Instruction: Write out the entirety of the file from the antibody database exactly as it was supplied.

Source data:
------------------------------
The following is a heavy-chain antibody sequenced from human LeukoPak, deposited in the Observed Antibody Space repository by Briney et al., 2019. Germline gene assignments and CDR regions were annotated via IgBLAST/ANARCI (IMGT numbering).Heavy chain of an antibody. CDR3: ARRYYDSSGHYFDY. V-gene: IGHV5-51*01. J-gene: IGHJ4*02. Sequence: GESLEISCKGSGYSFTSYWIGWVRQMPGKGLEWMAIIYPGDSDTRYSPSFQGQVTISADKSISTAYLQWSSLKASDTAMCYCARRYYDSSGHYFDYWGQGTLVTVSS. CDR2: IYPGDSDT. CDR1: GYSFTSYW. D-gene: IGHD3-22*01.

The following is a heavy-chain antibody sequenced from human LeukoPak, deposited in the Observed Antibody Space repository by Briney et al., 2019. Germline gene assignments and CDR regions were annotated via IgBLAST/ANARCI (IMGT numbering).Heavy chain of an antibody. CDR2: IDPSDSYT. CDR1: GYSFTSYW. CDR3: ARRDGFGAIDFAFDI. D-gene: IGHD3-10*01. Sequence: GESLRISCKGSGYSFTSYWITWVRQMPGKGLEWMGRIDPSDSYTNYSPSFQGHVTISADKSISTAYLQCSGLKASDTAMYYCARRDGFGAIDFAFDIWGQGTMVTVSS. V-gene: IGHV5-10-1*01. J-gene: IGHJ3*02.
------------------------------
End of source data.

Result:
The following is a heavy-chain antibody sequenced from human LeukoPak, deposited in the Observed Antibody Space repository by Briney et al., 2019. Germline gene assignments and CDR regions were annotated via IgBLAST/ANARCI (IMGT numbering).Heavy chain of an antibody. CDR3: ARRYYDSSGHYFDY. V-gene: IGHV5-51*01. J-gene: IGHJ4*02. Sequence: GESLEISCKGSGYSFTSYWIGWVRQMPGKGLEWMAIIYPGDSDTRYSPSFQGQVTISADKSISTAYLQWSSLKASDTAMCYCARRYYDSSGHYFDYWGQGTLVTVSS. CDR2: IYPGDSDT. CDR1: GYSFTSYW. D-gene: IGHD3-22*01.

The following is a heavy-chain antibody sequenced from human LeukoPak, deposited in the Observed Antibody Space repository by Briney et al., 2019. Germline gene assignments and CDR regions were annotated via IgBLAST/ANARCI (IMGT numbering).Heavy chain of an antibody. CDR2: IDPSDSYT. CDR1: GYSFTSYW. CDR3: ARRDGFGAIDFAFDI. D-gene: IGHD3-10*01. Sequence: GESLRISCKGSGYSFTSYWITWVRQMPGKGLEWMGRIDPSDSYTNYSPSFQGHVTISADKSISTAYLQCSGLKASDTAMYYCARRDGFGAIDFAFDIWGQGTMVTVSS. V-gene: IGHV5-10-1*01. J-gene: IGHJ3*02.